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J Neurophysiol. 2007 Dec;98(6):3568-80. Epub 2007 Oct 3.

Synapsin regulates Basal synaptic strength, synaptic depression, and serotonin-induced facilitation of sensorimotor synapses in Aplysia.

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Department of Neurobiology and Anatomy, W M Keck Ctr for the Neurobiology of Learning and Memory, The University of Texas Medical School at Houston, Houston, TX 77225, USA.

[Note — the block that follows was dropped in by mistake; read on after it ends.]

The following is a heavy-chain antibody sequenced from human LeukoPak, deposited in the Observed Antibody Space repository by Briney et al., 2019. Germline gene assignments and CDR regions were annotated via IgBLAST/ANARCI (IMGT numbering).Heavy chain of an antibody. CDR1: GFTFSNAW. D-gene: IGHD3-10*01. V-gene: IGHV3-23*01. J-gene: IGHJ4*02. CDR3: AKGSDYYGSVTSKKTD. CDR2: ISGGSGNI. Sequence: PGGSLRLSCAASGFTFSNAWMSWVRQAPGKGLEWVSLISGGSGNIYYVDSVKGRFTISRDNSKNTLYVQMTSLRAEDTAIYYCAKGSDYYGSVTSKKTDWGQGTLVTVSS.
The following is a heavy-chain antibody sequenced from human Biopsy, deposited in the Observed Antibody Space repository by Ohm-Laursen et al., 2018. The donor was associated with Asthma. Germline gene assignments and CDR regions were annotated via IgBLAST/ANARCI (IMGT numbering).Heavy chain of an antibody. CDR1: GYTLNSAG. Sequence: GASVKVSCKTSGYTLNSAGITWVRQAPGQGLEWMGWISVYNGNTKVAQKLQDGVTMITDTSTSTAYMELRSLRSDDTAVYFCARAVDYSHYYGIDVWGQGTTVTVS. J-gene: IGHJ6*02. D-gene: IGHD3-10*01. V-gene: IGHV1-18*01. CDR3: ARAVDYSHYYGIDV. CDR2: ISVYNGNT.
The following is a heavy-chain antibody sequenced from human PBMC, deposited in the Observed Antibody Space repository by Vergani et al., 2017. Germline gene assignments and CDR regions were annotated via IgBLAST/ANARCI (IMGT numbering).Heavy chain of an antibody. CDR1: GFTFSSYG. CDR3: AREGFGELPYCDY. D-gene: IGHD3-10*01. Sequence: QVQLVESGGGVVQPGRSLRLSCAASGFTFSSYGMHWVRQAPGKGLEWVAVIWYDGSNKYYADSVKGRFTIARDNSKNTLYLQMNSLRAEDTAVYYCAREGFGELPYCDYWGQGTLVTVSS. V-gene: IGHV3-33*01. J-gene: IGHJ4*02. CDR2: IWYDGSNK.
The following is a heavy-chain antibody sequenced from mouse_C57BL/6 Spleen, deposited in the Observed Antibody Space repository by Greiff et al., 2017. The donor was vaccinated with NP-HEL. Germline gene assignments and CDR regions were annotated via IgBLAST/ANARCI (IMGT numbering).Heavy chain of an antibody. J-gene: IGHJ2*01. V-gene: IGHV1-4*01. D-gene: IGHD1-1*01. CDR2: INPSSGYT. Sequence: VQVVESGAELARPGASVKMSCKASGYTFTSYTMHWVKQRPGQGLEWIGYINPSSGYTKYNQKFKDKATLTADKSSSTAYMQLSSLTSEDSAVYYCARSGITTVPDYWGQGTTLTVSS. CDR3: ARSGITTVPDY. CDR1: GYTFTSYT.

Synapsin is a synaptic vesicle-associated protein implicated in the regulation of vesicle trafficking and transmitter release, but its role in heterosynaptic plasticity remains elusive. Moreover, contradictory results have obscured the contribution of synapsin to homosynaptic plasticity. We previously reported that the neuromodulator serotonin (5-HT) led to the phosphorylation and redistribution of Aplysia synapsin, suggesting that synapsin may be a good candidate for the regulation of vesicle mobilization underlying the short-term synaptic plasticity induced by 5-HT. This study examined the role of synapsin in homosynaptic and heterosynaptic plasticity. Overexpression of synapsin reduced basal transmission and enhanced homosynaptic depression. Although synapsin did not affect spontaneous recovery from depression, it potentiated 5-HT-induced dedepression. Computational analysis showed that the effects of synapsin on plasticity could be adequately simulated by altering the rate of Ca(2+)-dependent vesicle mobilization, supporting the involvement of synapsin not only in homosynaptic but also in heterosynaptic forms of plasticity by regulating vesicle mobilization.

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